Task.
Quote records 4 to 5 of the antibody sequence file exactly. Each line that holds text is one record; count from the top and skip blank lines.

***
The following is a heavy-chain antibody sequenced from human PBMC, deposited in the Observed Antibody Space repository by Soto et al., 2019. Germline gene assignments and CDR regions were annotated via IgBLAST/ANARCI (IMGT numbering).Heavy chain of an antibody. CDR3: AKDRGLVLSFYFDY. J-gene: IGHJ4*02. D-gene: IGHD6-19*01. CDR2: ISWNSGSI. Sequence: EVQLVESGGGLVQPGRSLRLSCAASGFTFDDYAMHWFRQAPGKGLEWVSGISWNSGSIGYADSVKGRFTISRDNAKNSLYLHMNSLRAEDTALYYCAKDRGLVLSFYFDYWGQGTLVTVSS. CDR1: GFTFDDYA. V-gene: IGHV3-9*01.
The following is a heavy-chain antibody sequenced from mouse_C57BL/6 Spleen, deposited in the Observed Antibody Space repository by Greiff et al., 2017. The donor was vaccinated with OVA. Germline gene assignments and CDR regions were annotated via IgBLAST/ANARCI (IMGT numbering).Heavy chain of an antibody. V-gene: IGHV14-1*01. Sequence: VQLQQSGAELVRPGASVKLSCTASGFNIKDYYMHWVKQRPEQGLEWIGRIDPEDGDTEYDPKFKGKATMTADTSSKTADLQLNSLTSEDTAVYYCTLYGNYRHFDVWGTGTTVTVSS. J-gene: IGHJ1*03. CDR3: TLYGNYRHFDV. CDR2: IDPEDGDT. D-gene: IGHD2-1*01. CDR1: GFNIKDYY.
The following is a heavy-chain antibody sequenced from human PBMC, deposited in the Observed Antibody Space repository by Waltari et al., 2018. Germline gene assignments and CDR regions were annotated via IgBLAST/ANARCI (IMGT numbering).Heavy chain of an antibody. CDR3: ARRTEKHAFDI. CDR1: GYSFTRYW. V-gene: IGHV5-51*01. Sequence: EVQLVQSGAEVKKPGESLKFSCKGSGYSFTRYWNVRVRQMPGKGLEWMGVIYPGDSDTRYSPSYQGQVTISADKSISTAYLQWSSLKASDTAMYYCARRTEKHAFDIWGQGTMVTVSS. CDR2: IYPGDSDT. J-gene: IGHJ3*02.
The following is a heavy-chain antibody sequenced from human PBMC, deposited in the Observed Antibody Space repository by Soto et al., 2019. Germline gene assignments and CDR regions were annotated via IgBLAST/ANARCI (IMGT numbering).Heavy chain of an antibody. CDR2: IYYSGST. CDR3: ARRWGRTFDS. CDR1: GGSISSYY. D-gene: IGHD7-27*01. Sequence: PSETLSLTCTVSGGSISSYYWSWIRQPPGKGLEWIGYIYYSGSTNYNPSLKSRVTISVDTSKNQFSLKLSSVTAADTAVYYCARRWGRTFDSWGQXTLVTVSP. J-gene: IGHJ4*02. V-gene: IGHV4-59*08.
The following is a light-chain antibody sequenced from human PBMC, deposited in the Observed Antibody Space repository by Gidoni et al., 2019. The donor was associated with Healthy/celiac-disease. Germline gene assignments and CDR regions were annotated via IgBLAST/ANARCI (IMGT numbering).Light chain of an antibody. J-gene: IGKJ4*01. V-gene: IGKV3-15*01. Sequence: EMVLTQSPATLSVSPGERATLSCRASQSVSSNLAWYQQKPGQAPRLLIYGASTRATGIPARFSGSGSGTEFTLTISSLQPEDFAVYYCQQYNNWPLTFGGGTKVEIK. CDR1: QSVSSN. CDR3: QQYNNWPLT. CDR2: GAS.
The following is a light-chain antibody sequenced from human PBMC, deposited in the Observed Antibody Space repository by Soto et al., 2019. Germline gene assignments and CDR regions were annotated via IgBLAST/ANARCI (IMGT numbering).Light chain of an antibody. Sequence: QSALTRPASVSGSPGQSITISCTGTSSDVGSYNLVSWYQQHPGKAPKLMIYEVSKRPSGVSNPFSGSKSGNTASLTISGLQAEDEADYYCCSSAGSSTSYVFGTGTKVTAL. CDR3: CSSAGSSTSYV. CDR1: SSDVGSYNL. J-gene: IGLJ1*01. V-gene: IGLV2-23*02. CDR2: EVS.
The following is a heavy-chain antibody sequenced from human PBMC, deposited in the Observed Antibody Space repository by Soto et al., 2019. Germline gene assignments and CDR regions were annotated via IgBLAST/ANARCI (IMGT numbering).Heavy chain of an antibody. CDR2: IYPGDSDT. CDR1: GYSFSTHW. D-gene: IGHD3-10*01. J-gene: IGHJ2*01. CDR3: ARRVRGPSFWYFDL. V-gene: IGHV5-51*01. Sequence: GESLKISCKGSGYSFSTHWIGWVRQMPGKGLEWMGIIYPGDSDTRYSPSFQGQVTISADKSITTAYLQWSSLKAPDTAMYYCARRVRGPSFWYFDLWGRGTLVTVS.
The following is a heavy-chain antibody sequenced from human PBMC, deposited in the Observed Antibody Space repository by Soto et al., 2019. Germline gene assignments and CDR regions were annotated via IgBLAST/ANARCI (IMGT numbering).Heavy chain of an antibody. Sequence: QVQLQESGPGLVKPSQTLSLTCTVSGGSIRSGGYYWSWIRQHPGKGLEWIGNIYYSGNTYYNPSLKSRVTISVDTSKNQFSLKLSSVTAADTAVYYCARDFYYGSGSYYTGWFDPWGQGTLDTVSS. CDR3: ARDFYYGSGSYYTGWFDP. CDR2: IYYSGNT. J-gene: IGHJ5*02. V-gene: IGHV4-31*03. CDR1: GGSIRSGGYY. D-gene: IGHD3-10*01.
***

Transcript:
The following is a heavy-chain antibody sequenced from human PBMC, deposited in the Observed Antibody Space repository by Soto et al., 2019. Germline gene assignments and CDR regions were annotated via IgBLAST/ANARCI (IMGT numbering).Heavy chain of an antibody. CDR2: IYYSGST. CDR3: ARRWGRTFDS. CDR1: GGSISSYY. D-gene: IGHD7-27*01. Sequence: PSETLSLTCTVSGGSISSYYWSWIRQPPGKGLEWIGYIYYSGSTNYNPSLKSRVTISVDTSKNQFSLKLSSVTAADTAVYYCARRWGRTFDSWGQXTLVTVSP. J-gene: IGHJ4*02. V-gene: IGHV4-59*08.
The following is a light-chain antibody sequenced from human PBMC, deposited in the Observed Antibody Space repository by Gidoni et al., 2019. The donor was associated with Healthy/celiac-disease. Germline gene assignments and CDR regions were annotated via IgBLAST/ANARCI (IMGT numbering).Light chain of an antibody. J-gene: IGKJ4*01. V-gene: IGKV3-15*01. Sequence: EMVLTQSPATLSVSPGERATLSCRASQSVSSNLAWYQQKPGQAPRLLIYGASTRATGIPARFSGSGSGTEFTLTISSLQPEDFAVYYCQQYNNWPLTFGGGTKVEIK. CDR1: QSVSSN. CDR3: QQYNNWPLT. CDR2: GAS.